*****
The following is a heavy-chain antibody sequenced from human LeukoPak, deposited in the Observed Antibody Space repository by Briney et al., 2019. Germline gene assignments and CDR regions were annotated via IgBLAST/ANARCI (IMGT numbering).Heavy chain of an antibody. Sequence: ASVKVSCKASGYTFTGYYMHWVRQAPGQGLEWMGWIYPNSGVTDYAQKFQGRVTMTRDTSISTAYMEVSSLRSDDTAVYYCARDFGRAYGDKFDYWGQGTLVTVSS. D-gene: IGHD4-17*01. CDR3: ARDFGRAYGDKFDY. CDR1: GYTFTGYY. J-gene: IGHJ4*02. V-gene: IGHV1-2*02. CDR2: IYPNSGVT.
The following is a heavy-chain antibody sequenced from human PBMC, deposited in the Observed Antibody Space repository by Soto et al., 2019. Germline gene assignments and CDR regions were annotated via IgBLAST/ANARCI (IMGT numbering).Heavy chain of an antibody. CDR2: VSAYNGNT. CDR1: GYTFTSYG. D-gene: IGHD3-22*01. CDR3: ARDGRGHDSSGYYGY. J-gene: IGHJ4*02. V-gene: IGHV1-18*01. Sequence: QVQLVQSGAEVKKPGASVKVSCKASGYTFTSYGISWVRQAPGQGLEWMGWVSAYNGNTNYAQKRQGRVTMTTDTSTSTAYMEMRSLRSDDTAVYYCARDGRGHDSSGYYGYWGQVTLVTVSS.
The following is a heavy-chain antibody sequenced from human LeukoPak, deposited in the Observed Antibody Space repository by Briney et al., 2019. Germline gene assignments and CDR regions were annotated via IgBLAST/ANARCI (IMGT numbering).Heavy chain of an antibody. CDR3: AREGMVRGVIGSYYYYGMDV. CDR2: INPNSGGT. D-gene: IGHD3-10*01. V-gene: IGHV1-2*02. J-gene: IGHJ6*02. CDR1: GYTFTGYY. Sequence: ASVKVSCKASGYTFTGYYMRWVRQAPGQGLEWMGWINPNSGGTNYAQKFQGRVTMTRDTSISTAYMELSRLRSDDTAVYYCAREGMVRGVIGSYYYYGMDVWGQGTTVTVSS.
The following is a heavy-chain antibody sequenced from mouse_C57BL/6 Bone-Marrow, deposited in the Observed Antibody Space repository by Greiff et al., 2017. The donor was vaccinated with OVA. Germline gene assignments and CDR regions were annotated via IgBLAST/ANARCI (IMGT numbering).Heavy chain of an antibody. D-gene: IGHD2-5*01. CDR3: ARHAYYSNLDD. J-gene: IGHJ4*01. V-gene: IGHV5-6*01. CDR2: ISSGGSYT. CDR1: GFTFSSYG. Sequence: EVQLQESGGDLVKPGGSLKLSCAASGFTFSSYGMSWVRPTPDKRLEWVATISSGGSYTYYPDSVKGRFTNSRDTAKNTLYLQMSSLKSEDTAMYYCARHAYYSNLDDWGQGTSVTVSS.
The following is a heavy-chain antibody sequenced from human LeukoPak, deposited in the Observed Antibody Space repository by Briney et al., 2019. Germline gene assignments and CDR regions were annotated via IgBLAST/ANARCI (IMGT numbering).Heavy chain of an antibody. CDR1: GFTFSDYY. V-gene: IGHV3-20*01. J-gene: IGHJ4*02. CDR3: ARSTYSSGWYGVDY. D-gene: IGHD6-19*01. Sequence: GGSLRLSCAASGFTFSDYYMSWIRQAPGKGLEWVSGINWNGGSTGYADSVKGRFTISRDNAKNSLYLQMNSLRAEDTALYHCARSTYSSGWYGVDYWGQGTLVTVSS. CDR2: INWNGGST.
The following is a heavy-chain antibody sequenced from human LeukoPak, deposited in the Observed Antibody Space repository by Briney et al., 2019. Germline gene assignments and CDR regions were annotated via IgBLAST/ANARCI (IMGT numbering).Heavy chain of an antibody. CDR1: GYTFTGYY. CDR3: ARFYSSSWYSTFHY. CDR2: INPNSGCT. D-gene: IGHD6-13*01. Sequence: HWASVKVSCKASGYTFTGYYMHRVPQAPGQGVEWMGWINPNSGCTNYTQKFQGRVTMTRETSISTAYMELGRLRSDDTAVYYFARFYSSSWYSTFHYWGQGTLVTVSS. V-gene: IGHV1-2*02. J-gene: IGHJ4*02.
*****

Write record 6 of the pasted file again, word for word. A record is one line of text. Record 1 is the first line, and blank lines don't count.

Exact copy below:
The following is a heavy-chain antibody sequenced from human LeukoPak, deposited in the Observed Antibody Space repository by Briney et al., 2019. Germline gene assignments and CDR regions were annotated via IgBLAST/ANARCI (IMGT numbering).Heavy chain of an antibody. CDR1: GYTFTGYY. CDR3: ARFYSSSWYSTFHY. CDR2: INPNSGCT. D-gene: IGHD6-13*01. Sequence: HWASVKVSCKASGYTFTGYYMHRVPQAPGQGVEWMGWINPNSGCTNYTQKFQGRVTMTRETSISTAYMELGRLRSDDTAVYYFARFYSSSWYSTFHYWGQGTLVTVSS. V-gene: IGHV1-2*02. J-gene: IGHJ4*02.